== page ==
Issues, Party Policies and the 2010 General Election
Click here for the BBC on Parties and Issues
On the basis of the Ipsos Mori "Political Triangle" in which respondents are asked to allocate marks out of 10 for political issues, political leadership and political parties as influences on their General Election voting decision political leadership and political issues were seen as of equal importance as influences on voting decisions and both were seen as more significant than political parties themselves. Click here IPSOS MORI Slide Presentation on the 2010 General Election and scroll to slide 11.
From the 1970s it has been argued by proponents of issue voting models of voting behaviour that for increasing numbers of voters the key determinants of voting behaviour are the party policies on issues that the voters consider to be most salient and in Issue Voting Models it has been argued that General Elections were likely to be won by the Party which had the preferred policies on the most salient political issues. It is , however, important to remember that survey respondents may state preferences for a the policies of a particular party on a particular issue because of a prior allegiance to [or identification with] that particular party rather than because they genuinely favour that party's policies all of which means that the impact of issues and policies on voting behaviour does remain uncertain.
Major opinion poll research companies collect data on issue salience and on political parties' ratings on individual issues and there are very important similarities between the findings of different surveys of different companies which enable analysts to draw some important general conclusions about voting trends. However there are also some important variations in survey results deriving from the statistical point that random samples of about 1000 are subject to a margin of error of plus or minus three percent, from slight differences in some of the questions asked, in different polls, from differences of timing of different polls and from other technical details relating to different polls Disregarding for the time being the variations in survey finding we may draw the following general conclusions in relation to issue salience and political parties ratings on particular issues.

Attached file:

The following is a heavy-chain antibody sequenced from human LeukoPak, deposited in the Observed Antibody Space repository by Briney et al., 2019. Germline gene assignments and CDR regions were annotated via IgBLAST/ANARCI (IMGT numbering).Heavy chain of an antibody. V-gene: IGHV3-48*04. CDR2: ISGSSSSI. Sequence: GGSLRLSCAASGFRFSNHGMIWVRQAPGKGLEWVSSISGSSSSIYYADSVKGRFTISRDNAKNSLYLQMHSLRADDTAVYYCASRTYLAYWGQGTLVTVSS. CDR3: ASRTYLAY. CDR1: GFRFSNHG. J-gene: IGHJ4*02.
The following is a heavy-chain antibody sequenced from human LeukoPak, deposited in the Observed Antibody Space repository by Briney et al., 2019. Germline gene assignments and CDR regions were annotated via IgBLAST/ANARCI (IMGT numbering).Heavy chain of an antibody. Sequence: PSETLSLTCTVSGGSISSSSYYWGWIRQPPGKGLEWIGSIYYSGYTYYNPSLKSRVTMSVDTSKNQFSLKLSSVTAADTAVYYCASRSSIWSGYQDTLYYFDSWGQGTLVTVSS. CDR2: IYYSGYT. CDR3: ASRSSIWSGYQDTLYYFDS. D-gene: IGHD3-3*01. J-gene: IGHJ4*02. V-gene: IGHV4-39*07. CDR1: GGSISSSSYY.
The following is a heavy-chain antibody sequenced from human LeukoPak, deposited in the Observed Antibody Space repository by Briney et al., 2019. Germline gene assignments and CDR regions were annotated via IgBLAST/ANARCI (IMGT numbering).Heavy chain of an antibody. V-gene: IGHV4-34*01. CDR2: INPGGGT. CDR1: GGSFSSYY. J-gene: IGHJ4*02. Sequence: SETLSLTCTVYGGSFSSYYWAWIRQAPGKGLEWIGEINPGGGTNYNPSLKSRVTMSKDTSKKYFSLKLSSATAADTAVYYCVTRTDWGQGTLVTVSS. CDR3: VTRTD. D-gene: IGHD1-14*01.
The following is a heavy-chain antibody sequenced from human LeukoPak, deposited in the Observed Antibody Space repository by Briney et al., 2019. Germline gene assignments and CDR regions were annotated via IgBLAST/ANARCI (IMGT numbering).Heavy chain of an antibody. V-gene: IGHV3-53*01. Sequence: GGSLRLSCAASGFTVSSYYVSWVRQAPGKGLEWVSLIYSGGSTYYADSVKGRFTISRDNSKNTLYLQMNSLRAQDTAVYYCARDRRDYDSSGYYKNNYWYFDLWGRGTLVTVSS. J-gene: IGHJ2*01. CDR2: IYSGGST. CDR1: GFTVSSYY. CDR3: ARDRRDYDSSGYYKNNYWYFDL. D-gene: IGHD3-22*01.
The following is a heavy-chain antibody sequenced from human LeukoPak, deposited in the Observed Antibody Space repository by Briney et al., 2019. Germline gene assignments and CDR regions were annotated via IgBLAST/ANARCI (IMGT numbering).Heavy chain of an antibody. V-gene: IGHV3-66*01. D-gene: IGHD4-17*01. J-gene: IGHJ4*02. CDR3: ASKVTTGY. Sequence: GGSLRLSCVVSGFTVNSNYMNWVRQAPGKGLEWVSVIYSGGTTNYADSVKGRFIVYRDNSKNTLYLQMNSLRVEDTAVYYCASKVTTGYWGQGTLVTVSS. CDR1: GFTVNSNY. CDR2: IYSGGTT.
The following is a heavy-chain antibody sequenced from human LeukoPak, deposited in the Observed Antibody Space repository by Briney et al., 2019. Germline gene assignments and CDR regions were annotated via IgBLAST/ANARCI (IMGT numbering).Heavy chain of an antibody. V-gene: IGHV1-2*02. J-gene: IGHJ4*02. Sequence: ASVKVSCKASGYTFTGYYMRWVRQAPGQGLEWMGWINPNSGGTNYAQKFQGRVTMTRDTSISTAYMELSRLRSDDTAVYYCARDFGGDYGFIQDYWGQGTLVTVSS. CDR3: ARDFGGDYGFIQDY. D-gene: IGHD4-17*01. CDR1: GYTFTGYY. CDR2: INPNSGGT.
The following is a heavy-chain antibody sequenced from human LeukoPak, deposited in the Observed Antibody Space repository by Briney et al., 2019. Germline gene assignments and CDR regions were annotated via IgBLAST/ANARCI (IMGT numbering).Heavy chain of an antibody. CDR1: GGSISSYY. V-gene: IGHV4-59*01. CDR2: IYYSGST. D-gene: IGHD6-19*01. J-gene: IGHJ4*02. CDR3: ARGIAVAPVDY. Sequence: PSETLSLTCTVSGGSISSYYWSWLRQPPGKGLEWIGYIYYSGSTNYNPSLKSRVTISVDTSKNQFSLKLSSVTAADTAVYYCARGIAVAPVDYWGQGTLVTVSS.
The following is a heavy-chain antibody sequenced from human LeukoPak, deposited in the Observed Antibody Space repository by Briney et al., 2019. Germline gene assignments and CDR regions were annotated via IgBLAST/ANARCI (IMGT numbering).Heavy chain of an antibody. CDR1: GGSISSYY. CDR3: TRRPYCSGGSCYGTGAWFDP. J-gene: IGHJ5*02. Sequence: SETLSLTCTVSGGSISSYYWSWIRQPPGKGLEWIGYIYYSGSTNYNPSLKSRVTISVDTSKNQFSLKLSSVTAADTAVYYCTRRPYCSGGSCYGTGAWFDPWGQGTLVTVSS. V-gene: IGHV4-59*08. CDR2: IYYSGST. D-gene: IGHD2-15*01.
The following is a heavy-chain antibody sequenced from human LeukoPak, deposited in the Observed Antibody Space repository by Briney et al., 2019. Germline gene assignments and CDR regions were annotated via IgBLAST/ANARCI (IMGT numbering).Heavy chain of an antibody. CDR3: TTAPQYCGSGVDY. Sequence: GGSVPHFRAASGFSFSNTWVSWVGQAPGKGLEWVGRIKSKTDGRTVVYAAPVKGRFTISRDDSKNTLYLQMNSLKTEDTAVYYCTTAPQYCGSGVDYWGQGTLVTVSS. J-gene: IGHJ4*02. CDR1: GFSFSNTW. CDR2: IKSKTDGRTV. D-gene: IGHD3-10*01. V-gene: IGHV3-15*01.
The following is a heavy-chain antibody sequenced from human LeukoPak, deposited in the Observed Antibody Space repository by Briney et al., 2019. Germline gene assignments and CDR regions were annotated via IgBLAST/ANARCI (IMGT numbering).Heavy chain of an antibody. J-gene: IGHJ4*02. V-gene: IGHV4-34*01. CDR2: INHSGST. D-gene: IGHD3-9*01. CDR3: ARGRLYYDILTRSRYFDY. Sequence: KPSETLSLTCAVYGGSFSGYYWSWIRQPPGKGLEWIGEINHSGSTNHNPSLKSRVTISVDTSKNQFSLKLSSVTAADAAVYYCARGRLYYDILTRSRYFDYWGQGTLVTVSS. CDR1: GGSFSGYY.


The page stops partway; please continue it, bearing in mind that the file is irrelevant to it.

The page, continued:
- All major surveys indicated that in broad terms the Conservatives' overall policies were preferred to Labour's policies. Click here IPSOS MORI Slide Presentation on the 2010 General Election and scroll to slide 23.
- All major surveys indicate that voters believed the most salient issue of the 2010 General Election was the state of the economy.
- All major surveys indicated that at the time of the 2010 General Election the Conservatives were narrowly preferred to Labour as the Party best able to manage the UK economy effectively. Click here for the IPSOS MORI Slide Presentation on the 2010 General Election and scroll to slides 32-36.
- All Major surveys indicate that Health, Education, Immigration/Asylum/Race Relations and Crime/Law and Order were among the other most salient issues in the 2010 General Election.